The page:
Protecting and improving Victoria’s waterways
The Victorian government is investing a record $222 million over four years to protect and improve waterways and catchments.
Healthy waterways provide the essential building blocks for regional growth, liveability and prosperity. Waterway health management programs include (but are not limited to) release of environmental water flows, riparian improvement and protection, and protection of wetlands. Evidence-based decision-making and adaptive management underpin the effectiveness of this management.
Water for Victoria commits to improving the way we monitor our waterways and report back to communities. It recognises the need to evaluate the changes that result from management actions, including social and economic benefits
Improved evidence and reporting back to communities
Waterway monitoring and research efforts support adaptive management so that we can learn from our efforts and iteratively improve the way that waterways are managed using the best available evidence.
A recent review of monitoring and research approaches highlighted the need for a greater focus on collecting information to evaluate management interventions and track progress towards objectives.
This needs to be balanced with an ability to assess the broad scale condition of waterways as well as fill critical knowledge gaps. The focus of the revised approach is to get the mix right.
To that end, three general evidence types were defined to address program and policy needs. These are broadly categorised as surveillance monitoring, management intervention monitoring and strategic research.
Victoria pioneered broad scale surveillance monitoring approaches of waterways through the development of the Index of Stream Condition (ISC). Three ISC benchmark assessments have been undertaken (1999, 2004, 2010) that have provided valuable insights into the environmental condition of rivers and streams and informed investment in waterway management across Victoria.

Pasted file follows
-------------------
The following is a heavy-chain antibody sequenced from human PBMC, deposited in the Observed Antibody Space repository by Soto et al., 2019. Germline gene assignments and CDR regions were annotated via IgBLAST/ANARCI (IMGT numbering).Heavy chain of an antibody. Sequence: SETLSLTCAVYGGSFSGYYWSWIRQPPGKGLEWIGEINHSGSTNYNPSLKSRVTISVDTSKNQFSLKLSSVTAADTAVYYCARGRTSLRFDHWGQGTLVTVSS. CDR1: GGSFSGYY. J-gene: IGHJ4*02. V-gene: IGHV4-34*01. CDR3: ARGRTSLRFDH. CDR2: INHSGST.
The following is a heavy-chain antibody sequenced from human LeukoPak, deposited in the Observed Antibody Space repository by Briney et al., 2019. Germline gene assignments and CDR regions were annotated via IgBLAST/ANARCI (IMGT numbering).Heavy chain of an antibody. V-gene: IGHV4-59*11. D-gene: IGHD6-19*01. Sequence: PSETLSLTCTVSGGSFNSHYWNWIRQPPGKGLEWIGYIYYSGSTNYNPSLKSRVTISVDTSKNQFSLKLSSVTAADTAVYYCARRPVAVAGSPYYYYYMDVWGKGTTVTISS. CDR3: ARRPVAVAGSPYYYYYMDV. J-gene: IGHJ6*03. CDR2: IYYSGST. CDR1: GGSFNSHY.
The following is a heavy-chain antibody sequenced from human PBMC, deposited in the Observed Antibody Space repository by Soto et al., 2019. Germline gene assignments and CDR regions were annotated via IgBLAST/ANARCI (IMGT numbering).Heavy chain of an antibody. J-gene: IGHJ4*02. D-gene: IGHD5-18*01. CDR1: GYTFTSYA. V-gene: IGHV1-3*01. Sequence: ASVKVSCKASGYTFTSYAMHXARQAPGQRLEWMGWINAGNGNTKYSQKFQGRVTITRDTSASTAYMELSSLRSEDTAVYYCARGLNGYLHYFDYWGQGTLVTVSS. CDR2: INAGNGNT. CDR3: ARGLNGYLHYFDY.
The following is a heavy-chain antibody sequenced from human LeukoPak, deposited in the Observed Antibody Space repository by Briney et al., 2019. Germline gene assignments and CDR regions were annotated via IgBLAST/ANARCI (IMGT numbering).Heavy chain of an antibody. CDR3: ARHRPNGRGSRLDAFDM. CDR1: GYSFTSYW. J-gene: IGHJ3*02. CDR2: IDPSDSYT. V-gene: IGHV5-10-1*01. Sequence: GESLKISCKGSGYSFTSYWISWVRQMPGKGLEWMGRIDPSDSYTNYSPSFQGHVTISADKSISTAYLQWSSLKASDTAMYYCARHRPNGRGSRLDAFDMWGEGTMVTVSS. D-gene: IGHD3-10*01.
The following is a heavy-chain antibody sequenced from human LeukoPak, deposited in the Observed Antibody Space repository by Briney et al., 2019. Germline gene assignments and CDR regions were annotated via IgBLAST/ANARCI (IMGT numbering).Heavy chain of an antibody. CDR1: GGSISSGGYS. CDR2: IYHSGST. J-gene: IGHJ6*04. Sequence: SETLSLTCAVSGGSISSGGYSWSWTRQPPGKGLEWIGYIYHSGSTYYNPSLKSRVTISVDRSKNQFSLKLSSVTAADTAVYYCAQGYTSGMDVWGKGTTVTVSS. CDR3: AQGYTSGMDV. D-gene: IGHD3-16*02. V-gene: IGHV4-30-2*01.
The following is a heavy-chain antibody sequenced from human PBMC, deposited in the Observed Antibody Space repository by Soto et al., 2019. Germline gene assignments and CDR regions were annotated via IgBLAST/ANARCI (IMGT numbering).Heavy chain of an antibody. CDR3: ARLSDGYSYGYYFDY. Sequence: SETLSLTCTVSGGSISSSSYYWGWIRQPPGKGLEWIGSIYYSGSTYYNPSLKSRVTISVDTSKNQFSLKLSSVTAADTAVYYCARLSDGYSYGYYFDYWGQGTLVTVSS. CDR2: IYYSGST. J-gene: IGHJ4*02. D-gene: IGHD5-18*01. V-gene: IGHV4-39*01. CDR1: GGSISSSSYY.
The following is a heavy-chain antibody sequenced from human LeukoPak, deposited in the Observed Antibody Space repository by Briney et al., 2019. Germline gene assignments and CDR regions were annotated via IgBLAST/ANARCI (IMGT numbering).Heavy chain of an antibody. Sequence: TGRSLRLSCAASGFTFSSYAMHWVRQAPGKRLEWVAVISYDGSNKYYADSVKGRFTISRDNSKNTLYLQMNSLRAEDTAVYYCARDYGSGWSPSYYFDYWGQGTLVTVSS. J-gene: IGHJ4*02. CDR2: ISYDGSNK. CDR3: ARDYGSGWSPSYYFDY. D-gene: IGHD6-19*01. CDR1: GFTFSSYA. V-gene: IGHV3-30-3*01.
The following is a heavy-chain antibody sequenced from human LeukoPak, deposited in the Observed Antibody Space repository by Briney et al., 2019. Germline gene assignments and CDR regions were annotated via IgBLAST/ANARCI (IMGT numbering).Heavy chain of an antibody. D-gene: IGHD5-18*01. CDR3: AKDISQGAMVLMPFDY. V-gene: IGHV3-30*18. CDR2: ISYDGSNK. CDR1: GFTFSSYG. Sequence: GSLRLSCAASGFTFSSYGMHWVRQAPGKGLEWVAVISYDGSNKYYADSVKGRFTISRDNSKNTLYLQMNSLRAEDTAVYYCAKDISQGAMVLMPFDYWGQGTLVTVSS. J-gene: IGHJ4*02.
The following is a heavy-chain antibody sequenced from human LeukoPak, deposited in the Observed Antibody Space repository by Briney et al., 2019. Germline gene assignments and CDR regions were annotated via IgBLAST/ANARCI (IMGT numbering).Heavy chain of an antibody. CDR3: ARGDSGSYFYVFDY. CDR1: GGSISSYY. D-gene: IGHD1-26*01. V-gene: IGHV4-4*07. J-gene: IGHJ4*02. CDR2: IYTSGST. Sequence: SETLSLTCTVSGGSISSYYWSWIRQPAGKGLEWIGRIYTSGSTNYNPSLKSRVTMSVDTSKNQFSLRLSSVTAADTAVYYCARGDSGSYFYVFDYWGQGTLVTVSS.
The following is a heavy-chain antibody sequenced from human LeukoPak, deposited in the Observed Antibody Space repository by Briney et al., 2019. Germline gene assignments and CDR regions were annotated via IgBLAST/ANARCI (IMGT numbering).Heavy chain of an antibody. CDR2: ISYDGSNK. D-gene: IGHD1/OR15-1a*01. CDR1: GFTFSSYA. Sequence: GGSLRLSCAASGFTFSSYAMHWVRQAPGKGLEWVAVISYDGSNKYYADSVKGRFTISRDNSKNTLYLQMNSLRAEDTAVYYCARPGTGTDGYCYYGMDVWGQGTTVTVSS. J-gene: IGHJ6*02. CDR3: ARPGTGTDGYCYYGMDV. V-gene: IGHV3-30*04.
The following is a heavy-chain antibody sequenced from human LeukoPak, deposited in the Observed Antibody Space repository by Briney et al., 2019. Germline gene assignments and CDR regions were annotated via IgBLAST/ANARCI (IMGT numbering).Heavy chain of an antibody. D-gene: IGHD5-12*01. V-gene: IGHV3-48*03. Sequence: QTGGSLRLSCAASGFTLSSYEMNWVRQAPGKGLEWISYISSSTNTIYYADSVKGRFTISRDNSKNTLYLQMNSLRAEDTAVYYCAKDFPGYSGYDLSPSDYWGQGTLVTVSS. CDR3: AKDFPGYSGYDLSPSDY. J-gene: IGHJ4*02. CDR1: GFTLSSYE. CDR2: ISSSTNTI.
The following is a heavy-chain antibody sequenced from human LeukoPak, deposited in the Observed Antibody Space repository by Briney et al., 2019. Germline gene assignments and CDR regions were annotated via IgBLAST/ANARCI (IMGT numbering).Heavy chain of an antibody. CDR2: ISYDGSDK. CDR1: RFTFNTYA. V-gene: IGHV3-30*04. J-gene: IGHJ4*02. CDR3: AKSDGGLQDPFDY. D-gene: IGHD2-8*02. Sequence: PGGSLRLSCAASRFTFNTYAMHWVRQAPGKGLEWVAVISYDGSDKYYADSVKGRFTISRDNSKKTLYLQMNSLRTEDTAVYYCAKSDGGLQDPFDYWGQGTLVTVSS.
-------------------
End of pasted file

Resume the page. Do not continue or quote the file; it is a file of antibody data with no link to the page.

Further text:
An assessment of Victoria’s wetlands was undertaken in 2009/10, although this was limited in scope to ‘high value’ wetlands only. Subsequent wetland assessments will be refined to include a broader suite of wetland types as well as improved discrimination of threats to hydrology and connectivity. Assessments for Victoria’s first Index of Estuary Condition are underway and due for reporting in 2020.
Victoria’s waterway condition surveillance programs will continue, although the frequency of assessments will be reduced from every 5-6 to every 12 years. The assessment of streams, estuaries and wetlands will be undertaken every 4 years on a rotating basis.
Additional surveillance monitoring programs have been developed to focus on key assets. The Native Fish Report Card will report annually on the condition of recreational and non-recreational threatened native fish at 10 priority waterways. Surveillance monitoring has also been bolstered at Victoria’s 12 Ramsar sites, where ecological character will be regularly assessed to ensure we meet our international obligations.
Management Intervention Monitoring
Management intervention monitoring helps to evaluate the effectiveness of management activities, by addressing questions such as: Did our management actions achieve the desired change in the environment? Are we applying the appropriate amount or type of management effort to achieve the desired environmental change? Our ability to answer these types of questions, and thus demonstrate progress towards management objectives, is a priority identified in Water for Victoria.
A suite of programs has been established to address this need. Monitoring efforts are now underway across many of the state’s rivers and wetlands to evaluate the effectiveness of common management activities. In many cases these programs link to longer term surveillance monitoring efforts. Examples include:
- Two programs aimed at assessing the responses of vegetation and animals to environmental water delivered to rivers and wetlands (the Victorian Environmental Flows Monitoring and Assessment Program (VEFMAP) and the Wetland Monitoring and Assessment Program (WetMAP))
- Programs evaluating the responses of vegetation to livestock exclusion and weed management (the Riparian Monitoring Intervention Program (RIMP) and the Wetland Monitoring Intervention Program (WIMP))
Programs are also underway to evaluate various management actions at Victoria’s Ramsar sites, and fish responses to the addition of woody habitat in rivers.
Strategic research investigates assumptions underpinning the relationships between waterway management and environmental outcomes. It can also identify emerging threats to aquatic environments and improve our understanding of the underlying processes that influence waterway values.
The Victorian Government has established an Aquatic Ecology Research Hub which aims to improve connection, sharing and collaboration among DELWP, the VEWH and CMAs when identifying strategic research needs. This approach also aims to improve the dissemination of research findings.
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Page last updated: 01/02/19